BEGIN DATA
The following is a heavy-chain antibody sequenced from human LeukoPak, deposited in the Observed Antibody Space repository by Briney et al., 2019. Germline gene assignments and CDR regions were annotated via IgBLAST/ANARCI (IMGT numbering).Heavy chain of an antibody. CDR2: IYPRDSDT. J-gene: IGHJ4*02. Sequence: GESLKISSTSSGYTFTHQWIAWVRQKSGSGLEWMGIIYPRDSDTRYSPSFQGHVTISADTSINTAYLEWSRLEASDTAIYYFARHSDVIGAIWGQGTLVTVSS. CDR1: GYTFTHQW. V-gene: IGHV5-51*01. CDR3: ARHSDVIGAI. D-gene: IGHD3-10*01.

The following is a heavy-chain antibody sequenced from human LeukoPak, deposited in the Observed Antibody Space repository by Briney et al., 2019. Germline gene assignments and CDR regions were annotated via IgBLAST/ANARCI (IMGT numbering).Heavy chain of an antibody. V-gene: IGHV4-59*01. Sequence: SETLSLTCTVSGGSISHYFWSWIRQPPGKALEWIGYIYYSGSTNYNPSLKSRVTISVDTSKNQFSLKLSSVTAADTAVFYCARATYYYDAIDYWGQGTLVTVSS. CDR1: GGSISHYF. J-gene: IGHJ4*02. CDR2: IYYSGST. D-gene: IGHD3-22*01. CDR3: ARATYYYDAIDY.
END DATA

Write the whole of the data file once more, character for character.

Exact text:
The following is a heavy-chain antibody sequenced from human LeukoPak, deposited in the Observed Antibody Space repository by Briney et al., 2019. Germline gene assignments and CDR regions were annotated via IgBLAST/ANARCI (IMGT numbering).Heavy chain of an antibody. CDR2: IYPRDSDT. J-gene: IGHJ4*02. Sequence: GESLKISSTSSGYTFTHQWIAWVRQKSGSGLEWMGIIYPRDSDTRYSPSFQGHVTISADTSINTAYLEWSRLEASDTAIYYFARHSDVIGAIWGQGTLVTVSS. CDR1: GYTFTHQW. V-gene: IGHV5-51*01. CDR3: ARHSDVIGAI. D-gene: IGHD3-10*01.

The following is a heavy-chain antibody sequenced from human LeukoPak, deposited in the Observed Antibody Space repository by Briney et al., 2019. Germline gene assignments and CDR regions were annotated via IgBLAST/ANARCI (IMGT numbering).Heavy chain of an antibody. V-gene: IGHV4-59*01. Sequence: SETLSLTCTVSGGSISHYFWSWIRQPPGKALEWIGYIYYSGSTNYNPSLKSRVTISVDTSKNQFSLKLSSVTAADTAVFYCARATYYYDAIDYWGQGTLVTVSS. CDR1: GGSISHYF. J-gene: IGHJ4*02. CDR2: IYYSGST. D-gene: IGHD3-22*01. CDR3: ARATYYYDAIDY.